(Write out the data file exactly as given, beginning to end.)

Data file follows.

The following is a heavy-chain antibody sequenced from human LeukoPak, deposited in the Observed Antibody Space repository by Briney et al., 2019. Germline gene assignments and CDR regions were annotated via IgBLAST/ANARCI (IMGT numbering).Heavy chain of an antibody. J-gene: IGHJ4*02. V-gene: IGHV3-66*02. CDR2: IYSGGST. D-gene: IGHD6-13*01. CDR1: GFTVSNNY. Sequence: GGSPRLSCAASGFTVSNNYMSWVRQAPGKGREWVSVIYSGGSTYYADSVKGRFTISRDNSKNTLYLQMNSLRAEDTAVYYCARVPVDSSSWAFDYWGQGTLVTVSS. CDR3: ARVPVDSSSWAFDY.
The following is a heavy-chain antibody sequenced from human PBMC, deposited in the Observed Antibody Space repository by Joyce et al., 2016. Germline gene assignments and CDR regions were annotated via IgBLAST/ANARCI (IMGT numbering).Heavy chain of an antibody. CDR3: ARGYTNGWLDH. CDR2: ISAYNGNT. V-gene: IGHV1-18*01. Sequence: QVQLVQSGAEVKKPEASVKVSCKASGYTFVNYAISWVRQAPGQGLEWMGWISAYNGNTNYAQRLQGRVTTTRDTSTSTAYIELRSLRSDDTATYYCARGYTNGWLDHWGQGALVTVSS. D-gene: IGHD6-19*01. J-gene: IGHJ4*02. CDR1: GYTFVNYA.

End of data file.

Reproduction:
The following is a heavy-chain antibody sequenced from human LeukoPak, deposited in the Observed Antibody Space repository by Briney et al., 2019. Germline gene assignments and CDR regions were annotated via IgBLAST/ANARCI (IMGT numbering).Heavy chain of an antibody. J-gene: IGHJ4*02. V-gene: IGHV3-66*02. CDR2: IYSGGST. D-gene: IGHD6-13*01. CDR1: GFTVSNNY. Sequence: GGSPRLSCAASGFTVSNNYMSWVRQAPGKGREWVSVIYSGGSTYYADSVKGRFTISRDNSKNTLYLQMNSLRAEDTAVYYCARVPVDSSSWAFDYWGQGTLVTVSS. CDR3: ARVPVDSSSWAFDY.
The following is a heavy-chain antibody sequenced from human PBMC, deposited in the Observed Antibody Space repository by Joyce et al., 2016. Germline gene assignments and CDR regions were annotated via IgBLAST/ANARCI (IMGT numbering).Heavy chain of an antibody. CDR3: ARGYTNGWLDH. CDR2: ISAYNGNT. V-gene: IGHV1-18*01. Sequence: QVQLVQSGAEVKKPEASVKVSCKASGYTFVNYAISWVRQAPGQGLEWMGWISAYNGNTNYAQRLQGRVTTTRDTSTSTAYIELRSLRSDDTATYYCARGYTNGWLDHWGQGALVTVSS. D-gene: IGHD6-19*01. J-gene: IGHJ4*02. CDR1: GYTFVNYA.